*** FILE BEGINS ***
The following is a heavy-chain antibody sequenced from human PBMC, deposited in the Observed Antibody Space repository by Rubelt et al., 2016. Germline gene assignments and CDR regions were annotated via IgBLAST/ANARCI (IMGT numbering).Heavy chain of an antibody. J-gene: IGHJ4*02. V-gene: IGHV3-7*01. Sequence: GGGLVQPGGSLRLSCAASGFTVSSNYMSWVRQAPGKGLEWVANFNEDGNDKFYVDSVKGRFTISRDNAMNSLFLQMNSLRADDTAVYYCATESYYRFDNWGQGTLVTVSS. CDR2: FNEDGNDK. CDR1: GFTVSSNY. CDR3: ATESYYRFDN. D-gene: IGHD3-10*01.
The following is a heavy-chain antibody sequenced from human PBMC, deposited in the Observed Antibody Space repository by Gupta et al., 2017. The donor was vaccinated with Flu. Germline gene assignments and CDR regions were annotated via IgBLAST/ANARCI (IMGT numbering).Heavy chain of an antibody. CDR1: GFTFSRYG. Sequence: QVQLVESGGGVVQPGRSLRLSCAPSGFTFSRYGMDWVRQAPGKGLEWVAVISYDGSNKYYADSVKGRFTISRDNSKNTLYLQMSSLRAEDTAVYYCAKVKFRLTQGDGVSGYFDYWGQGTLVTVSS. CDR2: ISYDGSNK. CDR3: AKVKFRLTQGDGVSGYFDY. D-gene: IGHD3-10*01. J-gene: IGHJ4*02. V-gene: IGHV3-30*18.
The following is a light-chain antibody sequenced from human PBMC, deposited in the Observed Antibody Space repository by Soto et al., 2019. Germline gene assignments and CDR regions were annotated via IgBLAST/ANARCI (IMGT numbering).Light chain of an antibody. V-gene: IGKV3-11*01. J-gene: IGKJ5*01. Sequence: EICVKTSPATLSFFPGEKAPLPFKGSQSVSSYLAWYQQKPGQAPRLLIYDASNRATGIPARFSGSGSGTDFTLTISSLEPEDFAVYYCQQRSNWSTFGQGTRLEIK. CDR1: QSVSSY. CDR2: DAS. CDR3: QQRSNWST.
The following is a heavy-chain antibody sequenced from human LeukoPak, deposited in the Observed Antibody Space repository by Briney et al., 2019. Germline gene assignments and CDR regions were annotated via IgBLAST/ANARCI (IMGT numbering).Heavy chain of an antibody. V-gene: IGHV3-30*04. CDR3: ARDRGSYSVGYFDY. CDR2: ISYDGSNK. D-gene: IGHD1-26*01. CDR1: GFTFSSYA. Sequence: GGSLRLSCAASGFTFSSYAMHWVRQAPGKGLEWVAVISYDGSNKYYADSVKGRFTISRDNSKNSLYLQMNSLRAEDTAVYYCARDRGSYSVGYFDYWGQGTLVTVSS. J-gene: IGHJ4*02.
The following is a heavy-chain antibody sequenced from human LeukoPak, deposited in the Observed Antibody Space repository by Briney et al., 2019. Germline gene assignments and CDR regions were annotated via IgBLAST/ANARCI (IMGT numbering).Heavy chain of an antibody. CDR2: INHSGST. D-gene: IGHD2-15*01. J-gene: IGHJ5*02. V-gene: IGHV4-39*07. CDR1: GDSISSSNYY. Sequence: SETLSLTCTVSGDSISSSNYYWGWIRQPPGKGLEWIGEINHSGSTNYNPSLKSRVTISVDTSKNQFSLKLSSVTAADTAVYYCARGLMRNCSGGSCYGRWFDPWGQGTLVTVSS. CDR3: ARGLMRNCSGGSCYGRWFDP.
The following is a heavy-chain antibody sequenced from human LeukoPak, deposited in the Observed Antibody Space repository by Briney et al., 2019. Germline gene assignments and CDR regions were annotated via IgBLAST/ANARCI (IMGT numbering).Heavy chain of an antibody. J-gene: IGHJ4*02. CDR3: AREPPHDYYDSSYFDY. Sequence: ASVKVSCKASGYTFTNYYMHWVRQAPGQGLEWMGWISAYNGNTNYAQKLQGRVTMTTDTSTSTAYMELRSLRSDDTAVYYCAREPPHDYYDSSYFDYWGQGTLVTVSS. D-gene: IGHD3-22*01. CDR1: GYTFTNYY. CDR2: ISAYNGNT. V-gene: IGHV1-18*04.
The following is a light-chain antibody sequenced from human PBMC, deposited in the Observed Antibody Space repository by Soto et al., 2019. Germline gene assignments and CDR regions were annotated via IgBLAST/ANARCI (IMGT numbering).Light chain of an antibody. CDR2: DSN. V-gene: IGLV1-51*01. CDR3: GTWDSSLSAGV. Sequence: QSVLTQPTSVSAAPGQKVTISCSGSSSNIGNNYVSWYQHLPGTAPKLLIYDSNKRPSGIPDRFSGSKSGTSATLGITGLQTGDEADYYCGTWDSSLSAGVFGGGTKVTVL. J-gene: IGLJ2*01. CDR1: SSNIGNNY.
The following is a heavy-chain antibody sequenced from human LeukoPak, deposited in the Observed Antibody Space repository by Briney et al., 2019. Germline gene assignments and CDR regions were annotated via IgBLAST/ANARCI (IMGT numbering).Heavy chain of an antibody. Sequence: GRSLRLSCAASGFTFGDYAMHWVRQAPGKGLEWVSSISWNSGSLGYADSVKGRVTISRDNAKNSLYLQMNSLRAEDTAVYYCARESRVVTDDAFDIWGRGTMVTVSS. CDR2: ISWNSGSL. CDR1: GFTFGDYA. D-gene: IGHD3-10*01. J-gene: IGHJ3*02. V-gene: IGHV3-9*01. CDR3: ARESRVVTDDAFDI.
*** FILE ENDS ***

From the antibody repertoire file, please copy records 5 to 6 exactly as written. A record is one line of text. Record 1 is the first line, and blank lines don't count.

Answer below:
The following is a heavy-chain antibody sequenced from human LeukoPak, deposited in the Observed Antibody Space repository by Briney et al., 2019. Germline gene assignments and CDR regions were annotated via IgBLAST/ANARCI (IMGT numbering).Heavy chain of an antibody. CDR2: INHSGST. D-gene: IGHD2-15*01. J-gene: IGHJ5*02. V-gene: IGHV4-39*07. CDR1: GDSISSSNYY. Sequence: SETLSLTCTVSGDSISSSNYYWGWIRQPPGKGLEWIGEINHSGSTNYNPSLKSRVTISVDTSKNQFSLKLSSVTAADTAVYYCARGLMRNCSGGSCYGRWFDPWGQGTLVTVSS. CDR3: ARGLMRNCSGGSCYGRWFDP.
The following is a heavy-chain antibody sequenced from human LeukoPak, deposited in the Observed Antibody Space repository by Briney et al., 2019. Germline gene assignments and CDR regions were annotated via IgBLAST/ANARCI (IMGT numbering).Heavy chain of an antibody. J-gene: IGHJ4*02. CDR3: AREPPHDYYDSSYFDY. Sequence: ASVKVSCKASGYTFTNYYMHWVRQAPGQGLEWMGWISAYNGNTNYAQKLQGRVTMTTDTSTSTAYMELRSLRSDDTAVYYCAREPPHDYYDSSYFDYWGQGTLVTVSS. D-gene: IGHD3-22*01. CDR1: GYTFTNYY. CDR2: ISAYNGNT. V-gene: IGHV1-18*04.